Want to repeal Obamacare? Repeal Obama, Utah governor says
Luke Sharrett, AP
SALT LAKE CITY — Gov. Gary Herbert said Thursday that the health care law largely upheld by the U.S. Supreme Court is still bad policy and should be repealed to avoid damaging the economy.
He went even further in his criticism during the taping of his monthly news conference, calling for voters to elect fellow Republican Mitt Romney in November to replace President Barack Obama, the architect of the Affordable Care Act.
"Unfortunately, this administration focused on health care reform, which has been the most divisive issue I've seen in my lifetime since Vietnam. This has divided our country terribly and taken our eye off the ball of economic recovery.
"I do believe if you want to repeal Obamacare, you need to repeal Obama," the governor said. "That's why I'm supporting Mitt Romney. I believe we need someone who understands free market principles."
The governor's statements drew a rebuke from his Democratic opponent, Peter Cooke.
"To make this a political issue like that, as far as I'm concerned, just is emotional," Cooke said. "I'm not going to get political. I just want to say that we need to be starting talking facts and not stirring up our population just to rally them."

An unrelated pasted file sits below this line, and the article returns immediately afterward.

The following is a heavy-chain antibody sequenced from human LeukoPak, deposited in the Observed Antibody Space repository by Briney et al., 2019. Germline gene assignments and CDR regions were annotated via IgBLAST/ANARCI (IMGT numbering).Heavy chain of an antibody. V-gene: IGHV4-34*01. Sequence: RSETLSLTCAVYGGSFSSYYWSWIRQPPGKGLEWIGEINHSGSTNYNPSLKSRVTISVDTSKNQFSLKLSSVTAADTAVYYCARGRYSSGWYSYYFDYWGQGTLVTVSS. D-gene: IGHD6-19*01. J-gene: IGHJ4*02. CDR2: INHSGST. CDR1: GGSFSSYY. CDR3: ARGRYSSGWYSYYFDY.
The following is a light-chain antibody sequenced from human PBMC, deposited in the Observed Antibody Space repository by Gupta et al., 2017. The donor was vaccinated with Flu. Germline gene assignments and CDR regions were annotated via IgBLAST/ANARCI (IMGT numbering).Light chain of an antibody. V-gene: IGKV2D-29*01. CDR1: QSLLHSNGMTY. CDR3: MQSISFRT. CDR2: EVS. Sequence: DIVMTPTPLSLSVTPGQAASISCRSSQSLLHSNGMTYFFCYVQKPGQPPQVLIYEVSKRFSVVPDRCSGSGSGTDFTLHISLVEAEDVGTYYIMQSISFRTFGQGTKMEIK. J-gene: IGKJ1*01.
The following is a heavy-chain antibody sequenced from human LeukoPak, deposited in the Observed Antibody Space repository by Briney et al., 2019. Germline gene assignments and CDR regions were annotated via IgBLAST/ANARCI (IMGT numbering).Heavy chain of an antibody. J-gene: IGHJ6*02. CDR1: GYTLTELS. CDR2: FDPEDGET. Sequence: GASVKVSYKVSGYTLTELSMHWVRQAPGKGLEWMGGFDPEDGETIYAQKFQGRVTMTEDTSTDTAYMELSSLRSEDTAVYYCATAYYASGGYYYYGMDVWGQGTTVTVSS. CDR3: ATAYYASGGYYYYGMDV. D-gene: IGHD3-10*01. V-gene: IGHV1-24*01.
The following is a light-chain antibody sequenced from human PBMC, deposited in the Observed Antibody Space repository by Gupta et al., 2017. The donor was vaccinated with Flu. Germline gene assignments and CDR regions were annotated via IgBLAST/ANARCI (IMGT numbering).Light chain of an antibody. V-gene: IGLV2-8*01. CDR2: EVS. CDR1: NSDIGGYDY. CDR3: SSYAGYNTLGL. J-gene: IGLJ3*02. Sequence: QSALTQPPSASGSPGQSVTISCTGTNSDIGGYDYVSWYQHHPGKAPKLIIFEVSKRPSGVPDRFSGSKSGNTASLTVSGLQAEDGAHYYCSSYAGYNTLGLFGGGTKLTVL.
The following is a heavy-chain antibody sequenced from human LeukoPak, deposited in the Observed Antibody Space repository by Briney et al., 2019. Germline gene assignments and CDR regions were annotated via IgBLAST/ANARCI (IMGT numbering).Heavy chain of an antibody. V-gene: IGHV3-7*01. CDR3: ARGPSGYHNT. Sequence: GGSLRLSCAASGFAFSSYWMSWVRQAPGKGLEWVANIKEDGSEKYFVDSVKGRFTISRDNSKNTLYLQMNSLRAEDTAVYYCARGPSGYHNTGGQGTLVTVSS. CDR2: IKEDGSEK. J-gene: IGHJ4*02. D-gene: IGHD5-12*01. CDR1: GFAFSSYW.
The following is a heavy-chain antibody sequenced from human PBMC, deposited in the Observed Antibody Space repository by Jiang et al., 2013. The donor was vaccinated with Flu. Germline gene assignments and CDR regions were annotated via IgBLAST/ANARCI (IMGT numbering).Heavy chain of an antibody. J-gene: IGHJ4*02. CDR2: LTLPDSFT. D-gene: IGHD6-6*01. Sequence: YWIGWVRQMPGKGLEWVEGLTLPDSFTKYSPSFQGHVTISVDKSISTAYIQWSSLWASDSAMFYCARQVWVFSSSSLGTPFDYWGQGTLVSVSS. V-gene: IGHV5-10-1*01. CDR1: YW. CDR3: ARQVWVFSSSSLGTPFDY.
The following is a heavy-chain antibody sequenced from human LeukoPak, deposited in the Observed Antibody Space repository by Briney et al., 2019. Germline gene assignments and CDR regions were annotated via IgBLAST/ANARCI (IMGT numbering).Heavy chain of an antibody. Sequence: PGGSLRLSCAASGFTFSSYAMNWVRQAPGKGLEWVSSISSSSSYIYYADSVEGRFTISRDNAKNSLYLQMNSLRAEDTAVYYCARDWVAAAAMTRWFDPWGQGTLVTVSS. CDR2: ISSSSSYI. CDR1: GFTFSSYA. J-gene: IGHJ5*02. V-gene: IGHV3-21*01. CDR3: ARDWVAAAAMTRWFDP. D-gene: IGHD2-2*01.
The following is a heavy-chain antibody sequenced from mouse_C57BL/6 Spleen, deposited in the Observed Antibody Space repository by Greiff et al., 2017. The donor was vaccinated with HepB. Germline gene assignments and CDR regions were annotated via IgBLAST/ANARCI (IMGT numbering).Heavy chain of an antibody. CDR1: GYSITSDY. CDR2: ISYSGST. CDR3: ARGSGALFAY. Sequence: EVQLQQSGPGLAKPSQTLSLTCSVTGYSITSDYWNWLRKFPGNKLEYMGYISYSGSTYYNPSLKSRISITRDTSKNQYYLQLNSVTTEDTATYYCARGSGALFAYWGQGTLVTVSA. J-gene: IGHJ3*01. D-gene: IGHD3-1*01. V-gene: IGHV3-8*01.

Cooke, who wasn't ready to endorse the entire health care law, said Herbert's suggestion that it could simply be repealed and replaced with something better by electing Romney "shows a lack of sophistication."
University of Utah political science professor Matthew Burbank said the governor didn't go too far in calling for the president's ouster. "Clearly, it's not a big surprise that Gov. Herbert is not a fan of President Obama," Burbank said.
What is surprising, he said, is how strongly opponents of the health care law are reacting to the court ruling.
"A lot of this sort of reaction and emotiveness from conservatives in particular is a bit over the top. It's not the end of western civilization as we know it," Burbank said. "I don't know quite why there's such a visceral reaction to this."
Other Republican political leaders in GOP-dominated Utah also had sharp words for the Supreme Court decision.
Sen. Mike Lee, R-Utah, labeled the ruling "only a temporary and hollow victory" for the law. Sen. Orrin Hatch, R-Utah, said provisions of the law that were upheld amount to "a 'gun to the head' of states."
Both senators, along with Republican Reps. Jason Chaffetz and Rob Bishop, called for a repeal of the health care law. Utah's only Democratic member of Congress, Rep. Jim Matheson, stressed he voted against the law and said "there is a lot of work to do in order to achieve the right reforms."
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